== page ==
A quick-thinking Comcast agent saved a customer’s life – and triggered a case study in how to get media coverage for customer experience success stories.
The Mississippi-based Comcast representative grew alarmed when a Michigan man began slurring his words during a service call and then appeared to drop the phone.
Recognizing the signs of a stroke, she alerted local authorities, who rescued the man – who was in fact having a stroke.
Then someone alerted the media. A local Michigan television station broke the story, which went viral and landed in USA Today and People magazine.
It was perfect publicity for Comcast – the kind of positive, feel-good customer experience tale that helps companies grow their reputations for treating customers well.
Social Media In The News
Of course, the best way to get consumers praising a brand is by providing a remarkable customer experience. But it certainly helps get the word out if you can capture the media megaphone to spread these tales of corporate virtue for you.
So how do you do that? How do brands break through the dense, heavily digital and increasingly fragmented clutter that is today’s media? In many cases, they don’t have to – someone posts a positive customer experience on social media, and it takes off from there.
That’s what happened when a woman arrived in Costa Rica for her sister’s wedding and realized she had forgotten her bridesmaid dress. Desperate to retrieve it, she tweeted at Southwest Airlines.
And voilà, the airline flew the dress in free of charge, documented its journey on Twitter – complete with its own hashtag of #RescueTheDress – and wound up with tons of media coverage, including on the Today show.
Southwest deserves plenty of credit for recognizing a great customer experience opportunity and seizing it, allowing the media coverage to, ahem, take off.
Expert Tips For Engaging With The Media
Experts say it’s not enough for brands to rely on good coverage to come to them, especially given the media’s tendency to emphasize the negative.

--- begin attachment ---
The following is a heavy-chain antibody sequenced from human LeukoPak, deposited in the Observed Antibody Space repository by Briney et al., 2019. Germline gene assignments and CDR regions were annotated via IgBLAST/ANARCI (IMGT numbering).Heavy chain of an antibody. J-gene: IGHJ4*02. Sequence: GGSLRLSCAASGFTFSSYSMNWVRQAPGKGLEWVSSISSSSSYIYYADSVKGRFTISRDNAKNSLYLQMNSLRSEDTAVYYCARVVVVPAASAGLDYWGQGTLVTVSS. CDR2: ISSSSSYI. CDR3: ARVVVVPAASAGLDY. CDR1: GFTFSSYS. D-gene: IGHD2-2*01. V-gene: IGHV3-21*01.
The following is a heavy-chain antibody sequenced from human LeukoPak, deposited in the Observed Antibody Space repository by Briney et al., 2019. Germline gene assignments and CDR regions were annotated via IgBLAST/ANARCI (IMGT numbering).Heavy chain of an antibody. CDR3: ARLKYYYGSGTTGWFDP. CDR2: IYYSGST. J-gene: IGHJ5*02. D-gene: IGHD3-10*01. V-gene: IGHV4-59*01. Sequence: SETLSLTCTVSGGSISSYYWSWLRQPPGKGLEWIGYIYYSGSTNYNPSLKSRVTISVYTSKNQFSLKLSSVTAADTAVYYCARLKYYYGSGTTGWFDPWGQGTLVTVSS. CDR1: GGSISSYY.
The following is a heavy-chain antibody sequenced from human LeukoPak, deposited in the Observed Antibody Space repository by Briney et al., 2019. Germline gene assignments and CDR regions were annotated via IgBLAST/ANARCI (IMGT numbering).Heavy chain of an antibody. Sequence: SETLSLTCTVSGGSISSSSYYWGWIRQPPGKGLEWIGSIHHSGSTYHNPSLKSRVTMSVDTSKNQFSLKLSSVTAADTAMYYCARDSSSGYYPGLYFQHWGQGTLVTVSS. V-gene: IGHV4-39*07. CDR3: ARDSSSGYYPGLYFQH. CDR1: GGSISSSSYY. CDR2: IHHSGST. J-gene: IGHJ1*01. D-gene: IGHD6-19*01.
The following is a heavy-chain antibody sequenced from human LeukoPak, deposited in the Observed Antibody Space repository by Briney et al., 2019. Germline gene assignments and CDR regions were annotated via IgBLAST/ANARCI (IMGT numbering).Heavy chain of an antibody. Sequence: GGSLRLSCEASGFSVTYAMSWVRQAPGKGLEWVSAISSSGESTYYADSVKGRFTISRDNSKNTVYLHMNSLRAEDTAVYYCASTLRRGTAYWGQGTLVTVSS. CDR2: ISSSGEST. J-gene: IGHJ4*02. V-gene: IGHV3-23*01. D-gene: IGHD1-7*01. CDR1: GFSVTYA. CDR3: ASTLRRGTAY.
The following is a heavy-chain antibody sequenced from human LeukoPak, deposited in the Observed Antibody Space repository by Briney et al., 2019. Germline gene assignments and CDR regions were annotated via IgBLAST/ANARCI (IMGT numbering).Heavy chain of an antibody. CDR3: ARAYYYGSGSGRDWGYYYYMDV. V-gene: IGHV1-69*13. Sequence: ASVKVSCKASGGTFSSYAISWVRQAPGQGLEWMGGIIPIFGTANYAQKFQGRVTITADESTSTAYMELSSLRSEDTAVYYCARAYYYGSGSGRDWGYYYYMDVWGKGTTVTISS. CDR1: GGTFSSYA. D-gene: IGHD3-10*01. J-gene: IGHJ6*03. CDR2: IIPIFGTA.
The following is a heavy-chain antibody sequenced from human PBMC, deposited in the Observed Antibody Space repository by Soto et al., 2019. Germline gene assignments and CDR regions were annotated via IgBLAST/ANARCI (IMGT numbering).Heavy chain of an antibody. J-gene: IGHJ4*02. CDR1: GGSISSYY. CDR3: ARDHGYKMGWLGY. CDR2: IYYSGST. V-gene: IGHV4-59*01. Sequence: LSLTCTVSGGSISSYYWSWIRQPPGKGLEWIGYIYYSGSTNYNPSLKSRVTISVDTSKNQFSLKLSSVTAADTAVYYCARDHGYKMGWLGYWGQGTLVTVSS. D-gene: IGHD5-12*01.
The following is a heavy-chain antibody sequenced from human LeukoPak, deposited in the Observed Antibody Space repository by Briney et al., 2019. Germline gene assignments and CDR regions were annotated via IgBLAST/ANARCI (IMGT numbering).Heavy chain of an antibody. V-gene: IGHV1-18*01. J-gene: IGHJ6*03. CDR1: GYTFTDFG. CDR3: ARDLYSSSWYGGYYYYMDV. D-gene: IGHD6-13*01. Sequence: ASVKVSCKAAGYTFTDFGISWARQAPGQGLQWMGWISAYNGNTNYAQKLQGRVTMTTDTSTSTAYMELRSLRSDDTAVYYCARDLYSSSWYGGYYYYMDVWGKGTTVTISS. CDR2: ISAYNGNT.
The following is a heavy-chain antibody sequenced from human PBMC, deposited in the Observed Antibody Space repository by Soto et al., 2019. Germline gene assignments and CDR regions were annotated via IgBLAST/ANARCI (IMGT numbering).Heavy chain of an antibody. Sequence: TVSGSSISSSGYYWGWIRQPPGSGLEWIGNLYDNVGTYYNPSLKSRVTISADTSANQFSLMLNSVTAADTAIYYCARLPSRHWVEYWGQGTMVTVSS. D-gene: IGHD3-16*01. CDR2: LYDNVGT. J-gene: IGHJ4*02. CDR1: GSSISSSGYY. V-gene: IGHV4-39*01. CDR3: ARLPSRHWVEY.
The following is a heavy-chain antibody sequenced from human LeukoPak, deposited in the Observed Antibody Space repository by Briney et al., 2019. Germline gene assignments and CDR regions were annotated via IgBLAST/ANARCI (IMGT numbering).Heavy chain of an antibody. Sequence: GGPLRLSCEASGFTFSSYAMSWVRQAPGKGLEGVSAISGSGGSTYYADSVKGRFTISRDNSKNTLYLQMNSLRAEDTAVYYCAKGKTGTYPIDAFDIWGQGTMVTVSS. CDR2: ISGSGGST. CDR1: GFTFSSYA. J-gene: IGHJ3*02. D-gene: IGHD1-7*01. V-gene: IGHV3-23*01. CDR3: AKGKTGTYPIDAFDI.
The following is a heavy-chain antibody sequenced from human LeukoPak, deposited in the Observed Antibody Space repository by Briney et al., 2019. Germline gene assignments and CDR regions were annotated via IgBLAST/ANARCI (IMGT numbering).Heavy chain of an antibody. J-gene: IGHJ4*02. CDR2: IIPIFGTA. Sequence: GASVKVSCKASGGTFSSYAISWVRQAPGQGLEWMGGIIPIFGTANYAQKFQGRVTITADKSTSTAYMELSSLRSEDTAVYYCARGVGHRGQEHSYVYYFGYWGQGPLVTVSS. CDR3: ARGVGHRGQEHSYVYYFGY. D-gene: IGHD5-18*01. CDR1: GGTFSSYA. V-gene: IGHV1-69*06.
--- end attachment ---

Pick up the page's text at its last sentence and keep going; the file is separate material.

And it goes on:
“Believe it or not, not all media is in search of doom and gloom,” says Lynn Smith, a national media expert and former NBC and CNN anchor. “In fact, many realize that the consumer is desiring (positive) content. Ever read the story about the waitress who got a 1000% tip because a customer had a certain experience with him or her? That’s clickable content that people want.”
Companies need to be strategic and assertive, to proactively reach out to reporters and tell their own stories of customer experience success.
Christina Daves, a veteran PR strategist and bestselling author, said that “pitching the media is not difficult but you need a strategy and consistency… being proactive and tying it to something they are already talking about is the easiest way” to generate positive coverage.
Smith and Daves, along with other experts, provided the following tips for how to interest the media in what your brand does right in the customer experience arena:
- Tie your tale to something already in the news. Journalists call this a “newspeg.” Daves and other PR pros call it “newsjacking.” Whatever the nomenclature, a customer experience story linked to a hot news event, or perhaps a holiday or a celebrity, is more likely to land.
- Reach for the stars. As Smith says, “the media prefers BIG.” Reporters need clicks and eyeballs, so they gravitate to stories that affect large numbers of people. That’s partly why the Comcast and Southwest stories resonated: most people fly and/or have Internet service or cable. And both were classic feel-good tales.
- Know the journalists who cover your industry: take the time to research them and comment on their work. Few things irritate reporters more than a PR person who hasn’t done his/her homework, but they tend to respect PR professionals who do.
- Personalize your pitch, keep it SHORT, and follow-up in a way that is consistent but not annoying. Today’s journalists are often swamped with pitches. Make yours stand out.
- Avoid press releases. Few reporters read them, and a release citing your company’s ranking in a customer experience survey likely isn’t news. A specific example designed to resonate with readers could be.
- Be persistent but professional. Reporters may not be interested in your first pitch, and if you act annoyed or argue, you’ve lost them for the next time.
Be Strategic To Generate Media Coverage For Customer Experience
Sometimes, companies won’t need to take all of these steps because positive coverage will present itself.
When a North Carolina Target employee took the time to help a teenager tie a tie he had bought and prepare for a job interview, for example, another shopper snapped a photo for Facebook – and the story wound up in USA Today.
Yet even then, Target’s PR department was more likely to place the story if it had already done the legwork and knew the reporters to contact.
All of which reinforces the bottom line for brands: media coverage is an ideal way to get your customer experience success stories before the public. But it really helps to develop a smart strategy, hire PR professionals to execute it – and seek out that positive coverage whenever your customer experience team has a great story to tell.